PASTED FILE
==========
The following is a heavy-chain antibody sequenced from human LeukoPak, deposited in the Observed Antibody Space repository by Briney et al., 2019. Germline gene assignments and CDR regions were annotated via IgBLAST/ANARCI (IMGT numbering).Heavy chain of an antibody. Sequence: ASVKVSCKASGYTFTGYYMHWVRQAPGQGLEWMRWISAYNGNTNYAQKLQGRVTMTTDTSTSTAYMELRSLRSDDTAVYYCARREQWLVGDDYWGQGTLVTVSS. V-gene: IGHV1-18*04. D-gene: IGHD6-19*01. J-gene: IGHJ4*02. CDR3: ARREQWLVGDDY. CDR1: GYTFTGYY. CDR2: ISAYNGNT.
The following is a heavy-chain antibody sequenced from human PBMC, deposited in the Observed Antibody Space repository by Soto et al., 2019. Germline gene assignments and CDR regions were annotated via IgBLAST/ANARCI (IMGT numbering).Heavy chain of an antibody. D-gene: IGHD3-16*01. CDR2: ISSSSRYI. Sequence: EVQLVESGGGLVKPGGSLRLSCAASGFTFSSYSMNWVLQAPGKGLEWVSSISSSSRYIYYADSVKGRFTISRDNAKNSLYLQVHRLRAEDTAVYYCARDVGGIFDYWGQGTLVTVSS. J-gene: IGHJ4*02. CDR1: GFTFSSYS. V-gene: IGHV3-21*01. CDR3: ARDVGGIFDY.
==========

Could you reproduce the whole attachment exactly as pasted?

The following is a heavy-chain antibody sequenced from human LeukoPak, deposited in the Observed Antibody Space repository by Briney et al., 2019. Germline gene assignments and CDR regions were annotated via IgBLAST/ANARCI (IMGT numbering).Heavy chain of an antibody. Sequence: ASVKVSCKASGYTFTGYYMHWVRQAPGQGLEWMRWISAYNGNTNYAQKLQGRVTMTTDTSTSTAYMELRSLRSDDTAVYYCARREQWLVGDDYWGQGTLVTVSS. V-gene: IGHV1-18*04. D-gene: IGHD6-19*01. J-gene: IGHJ4*02. CDR3: ARREQWLVGDDY. CDR1: GYTFTGYY. CDR2: ISAYNGNT.
The following is a heavy-chain antibody sequenced from human PBMC, deposited in the Observed Antibody Space repository by Soto et al., 2019. Germline gene assignments and CDR regions were annotated via IgBLAST/ANARCI (IMGT numbering).Heavy chain of an antibody. D-gene: IGHD3-16*01. CDR2: ISSSSRYI. Sequence: EVQLVESGGGLVKPGGSLRLSCAASGFTFSSYSMNWVLQAPGKGLEWVSSISSSSRYIYYADSVKGRFTISRDNAKNSLYLQVHRLRAEDTAVYYCARDVGGIFDYWGQGTLVTVSS. J-gene: IGHJ4*02. CDR1: GFTFSSYS. V-gene: IGHV3-21*01. CDR3: ARDVGGIFDY.